As chief political correspondent for Slate Magazine, Jamelle Bouie covers the full spectrum of stories, events, and personalities that drive our nation’s politics, from civil unrest in Ferguson, Missouri to the historic Senate election in Alabama. In 2015, Forbes named him to its “30 Under 30 in Media” list as one of the individuals driving a fast-moving landscape of news.
As a political analyst for CBS News, Jamelle regularly appears on the roundtable for Face the Nation, where he comments on and recaps the events of the week. In addition to Slate, his writing has appeared in The American Prospect, The Nation magazine, the Washington Post, the New York Times, the New Yorker, and the Virginia Quarterly Review.
With work that moves between political reporting and meditations on race and history, Jamelle tries to place today’s events in their larger context, to show how the past lives in the present, and how ordinary people can make a difference.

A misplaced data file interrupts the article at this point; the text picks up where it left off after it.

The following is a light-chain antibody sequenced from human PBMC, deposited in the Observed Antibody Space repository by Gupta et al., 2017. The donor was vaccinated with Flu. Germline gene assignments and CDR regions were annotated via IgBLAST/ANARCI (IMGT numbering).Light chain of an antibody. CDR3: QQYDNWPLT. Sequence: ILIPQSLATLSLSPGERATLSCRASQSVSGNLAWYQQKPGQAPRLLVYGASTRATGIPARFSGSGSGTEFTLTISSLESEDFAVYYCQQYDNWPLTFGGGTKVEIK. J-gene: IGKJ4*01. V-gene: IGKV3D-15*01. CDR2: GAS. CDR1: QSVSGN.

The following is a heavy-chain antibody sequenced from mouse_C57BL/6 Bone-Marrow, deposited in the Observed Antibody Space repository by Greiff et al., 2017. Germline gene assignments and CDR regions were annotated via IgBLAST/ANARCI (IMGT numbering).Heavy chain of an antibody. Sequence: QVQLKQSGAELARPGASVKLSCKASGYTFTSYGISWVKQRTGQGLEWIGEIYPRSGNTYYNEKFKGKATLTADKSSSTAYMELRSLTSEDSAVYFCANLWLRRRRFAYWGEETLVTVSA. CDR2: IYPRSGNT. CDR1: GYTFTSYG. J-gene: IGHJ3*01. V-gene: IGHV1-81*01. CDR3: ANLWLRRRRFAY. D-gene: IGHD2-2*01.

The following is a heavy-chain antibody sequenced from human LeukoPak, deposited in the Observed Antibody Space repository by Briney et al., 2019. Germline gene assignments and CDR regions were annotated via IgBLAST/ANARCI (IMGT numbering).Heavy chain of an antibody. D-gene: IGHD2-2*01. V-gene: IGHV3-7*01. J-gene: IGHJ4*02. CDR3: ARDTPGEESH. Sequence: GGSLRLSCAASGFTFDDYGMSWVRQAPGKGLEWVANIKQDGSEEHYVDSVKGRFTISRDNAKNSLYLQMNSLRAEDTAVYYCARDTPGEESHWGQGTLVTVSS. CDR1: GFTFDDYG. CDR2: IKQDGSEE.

SPEECH TITLES AND DESCRIPTIONS
The Life of the Nation: How Segregation is Threatening American Democracy
An exploration of the rigid segregation of the United States and how it stands in the way of a truly equal democracy.
America, Redeemed: The Present, Past, and Future of Racial Backlash
Looking at and explaining recent political movements, from the election of Donald Trump to the rise of Black Lives Matter, in the context of racial backlash.
New Look, Same Taste: Understanding the Alt-Right
An exploration of the alt-right and its origins in America’s past.
Angry People, Scared Elites: The Problem of Weak Parties
How a combination of weak political parties and strongly polarized people is threatening the government’s ability to function.
SUBMIT AN INQUIRY
- Recent article discusses the long and ambivalent relationship history between our country and the African Americans in the military
- Jamelle Bouie contributes his reflection on the violence in Charlottesville
- Recently offered his take on the sexual assault allegations regarding the Alabama Republican candidate for US Senate.